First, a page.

This research plan builds upon the progress made with prior NIH funding but strikes out in a brand new direction. The next period of the research aims at harnessing the body's own healing capacity by creating cell-free synthetic grafts that can be rapidly remodeled by the host. The focus of the last funding period was cell-centered in vitro tissue engineering of arteries. The next stage of this project will completely bypass cell seeding and cell culture. We will use the cell-free polymer scaffolds directly as interposition grafts in abdominal aortas of mammalian hosts. The open porous graft will fully exploit the power of host remodeling more effectively than current vascular grafts that are dense and inhibit cell infiltration. The graft will function immediately as a non-thrombogenic conduit for blood flow in a similar fashion as a saphenous vein in coronary artery bypass surgery. We hypothesize that the extensive pores in the graft will facilitate host cell infiltration and the fast degrading polyer will enable rapid host remodeling to regenerate arteries in situ. This hypothesis is based on our strong preliminary data on rapid host cell infiltration and near complete regeneration of rat aorta 3 month post-implantation. The neo-arteries pulse synchronously with the host aorta and possess burst pressure and compliance comparable to native arteries. To our knowledge, this level of rapid host remodeling is unprecedented in reported vascular grafts.
Three specific aims will test this hypothesis in the next five years: 1. Study the relationship between the structure o the porous tube and host remodeling of the vascular grafts. 2. Determine the impact of mechanical properties of sheath material on the performance of the vascular graft in vivo. And 3. Investigate host remodeling of the vascular grafts at the cellular level. Success in cell-free tissue engineering will accelerate clinical translation and ultimately benefit patients suffering myocardial and peripheral ischemia. Insights gained from this research will lead to new approaches in regeneration of complex organs in the future.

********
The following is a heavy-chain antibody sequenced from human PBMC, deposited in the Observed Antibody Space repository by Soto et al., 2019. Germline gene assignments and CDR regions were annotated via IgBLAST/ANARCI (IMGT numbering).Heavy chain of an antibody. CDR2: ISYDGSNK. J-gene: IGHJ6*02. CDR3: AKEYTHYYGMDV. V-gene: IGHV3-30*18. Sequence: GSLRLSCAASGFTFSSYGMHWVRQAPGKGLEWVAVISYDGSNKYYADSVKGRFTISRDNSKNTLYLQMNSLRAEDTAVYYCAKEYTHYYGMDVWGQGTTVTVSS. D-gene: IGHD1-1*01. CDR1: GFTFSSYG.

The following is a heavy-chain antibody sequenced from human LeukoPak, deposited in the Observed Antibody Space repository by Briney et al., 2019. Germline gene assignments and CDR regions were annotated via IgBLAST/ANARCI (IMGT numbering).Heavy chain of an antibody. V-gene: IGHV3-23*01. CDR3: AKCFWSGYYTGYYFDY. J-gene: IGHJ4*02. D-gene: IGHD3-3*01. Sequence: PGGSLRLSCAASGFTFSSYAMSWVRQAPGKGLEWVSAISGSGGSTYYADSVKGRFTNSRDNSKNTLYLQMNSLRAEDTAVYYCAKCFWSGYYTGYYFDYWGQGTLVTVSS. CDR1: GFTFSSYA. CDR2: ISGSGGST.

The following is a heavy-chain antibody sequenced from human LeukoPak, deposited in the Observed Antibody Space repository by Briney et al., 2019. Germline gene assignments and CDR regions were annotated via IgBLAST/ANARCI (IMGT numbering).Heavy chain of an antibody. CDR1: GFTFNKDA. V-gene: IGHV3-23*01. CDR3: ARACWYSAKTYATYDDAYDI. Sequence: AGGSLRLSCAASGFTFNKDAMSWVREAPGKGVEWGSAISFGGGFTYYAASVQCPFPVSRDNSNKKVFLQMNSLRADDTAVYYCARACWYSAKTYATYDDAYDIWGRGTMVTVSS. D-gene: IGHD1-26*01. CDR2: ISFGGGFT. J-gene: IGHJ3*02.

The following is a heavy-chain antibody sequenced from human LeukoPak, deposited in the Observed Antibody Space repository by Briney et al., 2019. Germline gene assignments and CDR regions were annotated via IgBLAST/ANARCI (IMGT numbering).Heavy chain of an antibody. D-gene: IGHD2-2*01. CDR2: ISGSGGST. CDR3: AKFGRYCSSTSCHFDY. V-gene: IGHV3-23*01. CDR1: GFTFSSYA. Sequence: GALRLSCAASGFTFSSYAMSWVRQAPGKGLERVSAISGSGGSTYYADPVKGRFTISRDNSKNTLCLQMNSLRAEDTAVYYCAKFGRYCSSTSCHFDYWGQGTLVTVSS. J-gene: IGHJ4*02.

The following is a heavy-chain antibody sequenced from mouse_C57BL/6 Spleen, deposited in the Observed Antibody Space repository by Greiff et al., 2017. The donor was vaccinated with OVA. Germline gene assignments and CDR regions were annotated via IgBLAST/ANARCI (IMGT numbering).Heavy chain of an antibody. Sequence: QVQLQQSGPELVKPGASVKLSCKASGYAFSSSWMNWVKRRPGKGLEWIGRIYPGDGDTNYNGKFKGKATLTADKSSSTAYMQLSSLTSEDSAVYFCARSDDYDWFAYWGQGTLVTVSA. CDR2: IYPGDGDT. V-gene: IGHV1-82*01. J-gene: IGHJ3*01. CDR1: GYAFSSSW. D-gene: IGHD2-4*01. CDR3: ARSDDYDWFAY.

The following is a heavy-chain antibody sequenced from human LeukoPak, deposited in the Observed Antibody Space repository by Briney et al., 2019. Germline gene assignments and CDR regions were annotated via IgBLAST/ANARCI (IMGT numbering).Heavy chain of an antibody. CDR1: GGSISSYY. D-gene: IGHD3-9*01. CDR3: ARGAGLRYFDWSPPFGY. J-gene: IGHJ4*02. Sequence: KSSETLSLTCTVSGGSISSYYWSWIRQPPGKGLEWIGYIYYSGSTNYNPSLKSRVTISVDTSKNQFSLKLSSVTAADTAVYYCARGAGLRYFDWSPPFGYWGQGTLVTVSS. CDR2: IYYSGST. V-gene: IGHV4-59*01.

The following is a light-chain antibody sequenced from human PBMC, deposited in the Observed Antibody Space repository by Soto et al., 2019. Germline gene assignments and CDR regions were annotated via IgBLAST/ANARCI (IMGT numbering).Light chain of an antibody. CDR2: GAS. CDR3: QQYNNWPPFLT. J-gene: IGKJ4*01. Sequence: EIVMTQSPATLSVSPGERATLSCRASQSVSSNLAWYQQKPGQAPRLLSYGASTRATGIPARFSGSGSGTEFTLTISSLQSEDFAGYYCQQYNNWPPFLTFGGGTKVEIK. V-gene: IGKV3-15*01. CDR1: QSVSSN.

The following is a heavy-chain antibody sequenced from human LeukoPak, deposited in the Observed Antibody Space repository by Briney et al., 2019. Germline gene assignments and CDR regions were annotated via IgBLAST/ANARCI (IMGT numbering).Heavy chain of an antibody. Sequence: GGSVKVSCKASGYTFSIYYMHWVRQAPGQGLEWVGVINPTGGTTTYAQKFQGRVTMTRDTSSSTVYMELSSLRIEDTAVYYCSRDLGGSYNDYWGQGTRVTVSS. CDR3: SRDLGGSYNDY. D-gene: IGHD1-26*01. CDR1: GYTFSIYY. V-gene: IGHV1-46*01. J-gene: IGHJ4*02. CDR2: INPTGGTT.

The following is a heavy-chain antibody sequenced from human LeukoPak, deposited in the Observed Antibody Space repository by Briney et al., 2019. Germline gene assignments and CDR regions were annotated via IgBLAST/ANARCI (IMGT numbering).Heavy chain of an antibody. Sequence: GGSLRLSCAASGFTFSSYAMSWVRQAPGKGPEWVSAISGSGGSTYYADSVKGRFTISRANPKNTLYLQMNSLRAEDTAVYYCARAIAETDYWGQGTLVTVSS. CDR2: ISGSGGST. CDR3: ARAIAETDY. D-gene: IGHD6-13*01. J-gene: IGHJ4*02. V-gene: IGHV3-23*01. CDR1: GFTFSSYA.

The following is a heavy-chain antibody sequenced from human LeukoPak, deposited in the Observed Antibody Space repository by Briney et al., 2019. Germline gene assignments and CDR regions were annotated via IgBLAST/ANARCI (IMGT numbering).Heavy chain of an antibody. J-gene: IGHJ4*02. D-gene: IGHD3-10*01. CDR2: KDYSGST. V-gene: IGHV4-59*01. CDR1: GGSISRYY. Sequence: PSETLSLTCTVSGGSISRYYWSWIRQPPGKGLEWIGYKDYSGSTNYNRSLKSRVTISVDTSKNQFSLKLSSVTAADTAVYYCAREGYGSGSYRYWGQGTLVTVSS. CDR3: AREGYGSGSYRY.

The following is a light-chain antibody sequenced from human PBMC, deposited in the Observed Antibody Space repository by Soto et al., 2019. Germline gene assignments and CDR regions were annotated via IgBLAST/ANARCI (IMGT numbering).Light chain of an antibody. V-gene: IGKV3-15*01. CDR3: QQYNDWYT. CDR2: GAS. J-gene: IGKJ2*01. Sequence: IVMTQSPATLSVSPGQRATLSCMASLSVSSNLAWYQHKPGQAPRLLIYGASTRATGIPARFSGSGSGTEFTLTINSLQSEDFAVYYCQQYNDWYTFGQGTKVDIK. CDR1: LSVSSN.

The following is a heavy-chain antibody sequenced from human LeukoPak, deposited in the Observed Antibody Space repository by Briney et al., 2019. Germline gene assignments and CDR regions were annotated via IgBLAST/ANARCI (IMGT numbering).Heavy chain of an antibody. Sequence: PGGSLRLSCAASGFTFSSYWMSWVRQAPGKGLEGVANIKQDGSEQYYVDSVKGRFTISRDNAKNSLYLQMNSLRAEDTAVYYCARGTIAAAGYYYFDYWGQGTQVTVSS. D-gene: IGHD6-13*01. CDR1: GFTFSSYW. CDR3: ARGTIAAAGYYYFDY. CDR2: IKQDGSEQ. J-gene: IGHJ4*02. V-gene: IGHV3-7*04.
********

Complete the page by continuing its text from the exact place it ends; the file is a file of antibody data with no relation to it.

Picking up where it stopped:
Public Health Relevance

Vasculopathy and the subsequent ischemia are leading cause of mortality and disability in the United States and other industrialized countries. The ultimate goal of this project is to create biodegradable synthetic vascular grafts that will be remodeled by the host in situ to fully functional host arteries. This will provide a new approach to treat vasculopathy and ischemic diseases.

National Institute of Health (NIH)
National Heart, Lung, and Blood Institute (NHLBI)
Research Project (R01)
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Biomaterials and Biointerfaces Study Section (BMBI)
Program Officer
Lundberg, Martha
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University of Pittsburgh
Biomedical Engineering
Biomed Engr/Col Engr/Engr Sta
United States
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